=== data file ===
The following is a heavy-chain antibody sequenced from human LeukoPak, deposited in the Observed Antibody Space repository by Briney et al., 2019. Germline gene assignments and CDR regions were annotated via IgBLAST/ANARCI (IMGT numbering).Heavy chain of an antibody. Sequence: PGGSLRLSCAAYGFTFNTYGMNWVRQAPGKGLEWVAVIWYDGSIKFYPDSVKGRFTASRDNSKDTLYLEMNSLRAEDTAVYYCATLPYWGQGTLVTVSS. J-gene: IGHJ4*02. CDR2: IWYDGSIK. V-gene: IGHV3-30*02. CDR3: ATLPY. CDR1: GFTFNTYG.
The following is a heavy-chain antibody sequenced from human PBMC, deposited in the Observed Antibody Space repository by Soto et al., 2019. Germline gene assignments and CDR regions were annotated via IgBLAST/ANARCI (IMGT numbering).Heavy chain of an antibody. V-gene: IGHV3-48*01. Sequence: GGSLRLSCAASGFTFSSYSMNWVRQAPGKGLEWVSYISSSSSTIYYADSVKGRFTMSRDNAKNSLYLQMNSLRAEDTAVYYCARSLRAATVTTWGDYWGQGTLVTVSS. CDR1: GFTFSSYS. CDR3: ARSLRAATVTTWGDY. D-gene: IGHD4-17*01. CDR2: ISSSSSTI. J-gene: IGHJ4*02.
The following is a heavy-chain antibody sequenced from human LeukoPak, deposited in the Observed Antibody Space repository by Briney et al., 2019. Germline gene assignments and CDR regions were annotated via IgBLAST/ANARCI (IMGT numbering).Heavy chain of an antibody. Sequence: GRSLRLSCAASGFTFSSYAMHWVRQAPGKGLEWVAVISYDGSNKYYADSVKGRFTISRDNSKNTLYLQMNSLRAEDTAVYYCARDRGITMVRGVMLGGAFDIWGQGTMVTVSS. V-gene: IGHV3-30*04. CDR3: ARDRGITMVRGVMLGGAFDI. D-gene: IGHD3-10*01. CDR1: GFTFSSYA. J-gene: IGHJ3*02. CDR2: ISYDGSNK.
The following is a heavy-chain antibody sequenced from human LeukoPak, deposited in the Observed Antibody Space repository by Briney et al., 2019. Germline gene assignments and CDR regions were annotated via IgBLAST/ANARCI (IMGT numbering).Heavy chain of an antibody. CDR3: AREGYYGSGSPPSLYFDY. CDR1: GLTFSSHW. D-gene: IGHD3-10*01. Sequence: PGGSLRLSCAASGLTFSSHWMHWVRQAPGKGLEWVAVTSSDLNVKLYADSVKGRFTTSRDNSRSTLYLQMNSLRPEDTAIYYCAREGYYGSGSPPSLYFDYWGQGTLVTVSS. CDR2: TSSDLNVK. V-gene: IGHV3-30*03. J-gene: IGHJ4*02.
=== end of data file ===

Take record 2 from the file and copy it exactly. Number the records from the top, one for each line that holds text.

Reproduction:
The following is a heavy-chain antibody sequenced from human PBMC, deposited in the Observed Antibody Space repository by Soto et al., 2019. Germline gene assignments and CDR regions were annotated via IgBLAST/ANARCI (IMGT numbering).Heavy chain of an antibody. V-gene: IGHV3-48*01. Sequence: GGSLRLSCAASGFTFSSYSMNWVRQAPGKGLEWVSYISSSSSTIYYADSVKGRFTMSRDNAKNSLYLQMNSLRAEDTAVYYCARSLRAATVTTWGDYWGQGTLVTVSS. CDR1: GFTFSSYS. CDR3: ARSLRAATVTTWGDY. D-gene: IGHD4-17*01. CDR2: ISSSSSTI. J-gene: IGHJ4*02.